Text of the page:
- The general feeling was that talking to people who had previous experience of a related area was key.
There were many requests for a "facebook" type social networking facility, the emphasis being on speaking to people directly, rather than accessing materials which related their activities second hand.
There was also a desire for face to face networking opportunites, and telephone conferencing appeared to be popular, due to concerns that something was lacking in text based online communications.
The emphasis was very much on "at time of need" communications, and everyone agreed that building a network of potentially useful contacts was a good idea.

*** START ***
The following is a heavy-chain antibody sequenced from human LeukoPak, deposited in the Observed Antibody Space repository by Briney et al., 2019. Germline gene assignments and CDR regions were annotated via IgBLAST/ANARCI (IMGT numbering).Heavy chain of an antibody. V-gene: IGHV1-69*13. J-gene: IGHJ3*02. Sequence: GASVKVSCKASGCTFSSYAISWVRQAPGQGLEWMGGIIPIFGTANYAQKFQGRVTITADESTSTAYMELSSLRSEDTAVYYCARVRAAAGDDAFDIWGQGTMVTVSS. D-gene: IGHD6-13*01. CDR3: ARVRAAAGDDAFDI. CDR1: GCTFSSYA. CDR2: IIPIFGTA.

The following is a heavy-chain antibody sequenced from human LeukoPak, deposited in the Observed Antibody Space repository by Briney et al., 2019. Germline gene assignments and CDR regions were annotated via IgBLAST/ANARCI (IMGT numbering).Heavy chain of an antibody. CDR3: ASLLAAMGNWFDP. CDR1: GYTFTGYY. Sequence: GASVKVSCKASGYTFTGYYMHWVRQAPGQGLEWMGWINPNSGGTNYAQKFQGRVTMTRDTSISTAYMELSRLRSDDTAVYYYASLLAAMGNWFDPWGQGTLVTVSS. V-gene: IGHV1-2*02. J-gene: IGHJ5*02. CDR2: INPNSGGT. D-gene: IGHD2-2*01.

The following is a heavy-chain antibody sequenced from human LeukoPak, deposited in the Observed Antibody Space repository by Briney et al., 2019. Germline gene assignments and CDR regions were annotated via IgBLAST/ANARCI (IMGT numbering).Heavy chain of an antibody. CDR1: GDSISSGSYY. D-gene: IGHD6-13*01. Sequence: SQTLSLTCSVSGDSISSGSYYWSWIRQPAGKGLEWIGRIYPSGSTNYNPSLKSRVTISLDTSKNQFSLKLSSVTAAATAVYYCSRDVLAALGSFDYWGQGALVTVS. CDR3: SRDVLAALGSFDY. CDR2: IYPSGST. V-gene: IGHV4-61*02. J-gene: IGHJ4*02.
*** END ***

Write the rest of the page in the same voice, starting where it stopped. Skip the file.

Many were requesting access to a repository of guidance and information, but by far the greatest emphasis was on the need to communicate directly. Very much along the lines of what George Siemens and Stephen Downes have been saying about Connectivism, that knowledge exists in the network itself, rather than in a knowledge repository, and those that attended the workshop echoed this ascertion.
It was a fantastic experience, to talk to so many people with so many opinions, and it really did confirm that we're on the right lines with Web 2.0, as long as we remember it's about people making use of technology, and not the reverse. As Jay Cross says in a recent post on the Internet Time community.
People, not technology, keep us from making our relationships at work more productive and fulfilling.